Monday 15 April 2024

Class 10 English (Comm.): Poem | The Frog and the Nightingale | Vikram Seth | Summary and Question and Answers |#eduvictors

The Frog and the Nightingale

By: Vikram Seth

Class 10 English (Comm.): Poem | The Frog and the Nightingale | Vikram Seth | Summary and Question and Answers |#eduvictors


The poem tells the story of a boastful frog and a talented nightingale. Every night, the frog sings terribly, much to the annoyance of the other creatures in the bog. One night, a beautiful song fills the air – it's the nightingale singing for the first time. The frog is awestruck by her song.

The creatures are captivated by the nightingale's melody, cheering her on. The frog, however, sees an opportunity. He convinces the nightingale that her singing is good but lacks proper training. He offers to be her teacher for a fee. The trusting nightingale agrees.

The frog then bullies the nightingale into singing all night, claiming it's necessary for improvement. He pockets the money earned from the mesmerized creatures, all the while criticizing the nightingale's singing. The poem ends with the nightingale, exhausted and miserable, forced to sing continuously under the frog's manipulation.

Q1: Describe the first meeting between the nightingale and the frog.

Answer: The poem starts with the frog's usual croaking, and then the nightingale begins to sing. We can infer that the nightingale is new to the bog, and her song is a surprise to everyone, including the frog. The poem suggests the frog is initially struck by the nightingale's beautiful voice.

Q2. How did the frog benefit from the nightingale's song?

Answer: The frog benefited from the nightingale's song in two deceitful ways:

Financial Gain: The frog saw the nightingale's popularity as a money-making opportunity. He convinced her she needed training and charged her a fee to be her teacher. Additionally, he started charging the other creatures an admission fee to hear the nightingale sing, lining his pockets with their appreciation.

Regaining Attention:  The poem portrays the frog as someone who enjoys being the centre of attention in the bog. The nightingale's superior singing likely made the frog feel overshadowed. By manipulating her into singing under his "tutelage," he regained some control and a sense of importance.

Q3. By citing examples from the poem, prove that the nightingale was a simple and foolish bird.

The poem by Vikram Seth portrays the nightingale's trusting nature and lack of experience rather than outright foolishness. However, some examples suggest her simplicity:

Naive Trust in the Frog's Expertise: Despite having a naturally beautiful voice, the nightingale is easily convinced by the arrogant frog that her singing needs improvement.  The poem doesn't mention the nightingale questioning the frog's own poor singing ability, highlighting a lack of critical thinking.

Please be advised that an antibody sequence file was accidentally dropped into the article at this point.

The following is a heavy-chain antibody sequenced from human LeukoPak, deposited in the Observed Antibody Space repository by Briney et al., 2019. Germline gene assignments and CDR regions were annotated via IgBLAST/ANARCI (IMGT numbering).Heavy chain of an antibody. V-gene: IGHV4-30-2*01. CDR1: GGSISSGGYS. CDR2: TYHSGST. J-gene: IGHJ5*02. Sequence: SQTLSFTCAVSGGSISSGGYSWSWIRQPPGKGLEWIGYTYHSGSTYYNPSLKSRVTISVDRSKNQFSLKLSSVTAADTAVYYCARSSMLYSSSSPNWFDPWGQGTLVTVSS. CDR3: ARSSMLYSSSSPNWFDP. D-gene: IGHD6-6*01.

"The frog, whose voice was croaking loud and harsh, / Considered this a point he had to stress."

Blind Faith in the Training: The nightingale readily agrees to the frog's harsh training regime, even though it involves singing all night and receiving constant criticism. This suggests a lack of experience or knowledge about vocal training methods.

"The gullible bird, by flattery made vain, / Agreed to every test."

Ignoring the Warning Signs: As the nightingale becomes exhausted and her song loses its magic, there's no mention of her questioning the frog's methods or seeking outside opinions. This suggests a certain simplicity in trusting the initial authority figure.

It's important to note that the poem criticizes the situation where genuine talent is exploited by someone who takes advantage of another's trusting nature. The nightingale's simplicity makes her vulnerable, but it doesn't diminish the beauty of her song.

Q4. Identify the poetic devices and metaphors used in the poem.

The poem "The Frog and the Nightingale" by Vikram Seth uses several poetic devices and metaphors. Here's a breakdown of some of them:

Poetic Devices:

Alliteration: Repetition of consonant sounds at the beginning of words close together.
"Croaked away in Bingle Bog" (B's)
"Dumbstruck sat the gaping frog" (D's and G's)
"Bravo! Too divine! Encore!" (B's and D's)

Onomatopoeia: Words that imitate the sounds they describe.
"Croaked awn and awn and awn"
"Koo-oh-ah! ko-ash! ko-ash!"

Personification: Giving human qualities to non-human things.
"The frog… minstrelled on till morning night"
"The whole admiring bog… Stared towards the sumac"
"Animals for miles around… Flocked towards the magic sound"

Simile: Comparing two things using "like" or "as."
"The frog… replied. 'Yes,' the frog replied, 'You see, I'm the frog who owns this tree. In this bog I've long been known For my splendid baritone'" (compares the frog's voice to a baritone singer)

Metaphor: Directly stating that one thing is something else, without using "like" or "as." (There aren't many clear metaphors in this poem)

Metaphors (possible interpretations):

The Sumac Tree: This could be a metaphor for the stage or platform where the nightingale performs.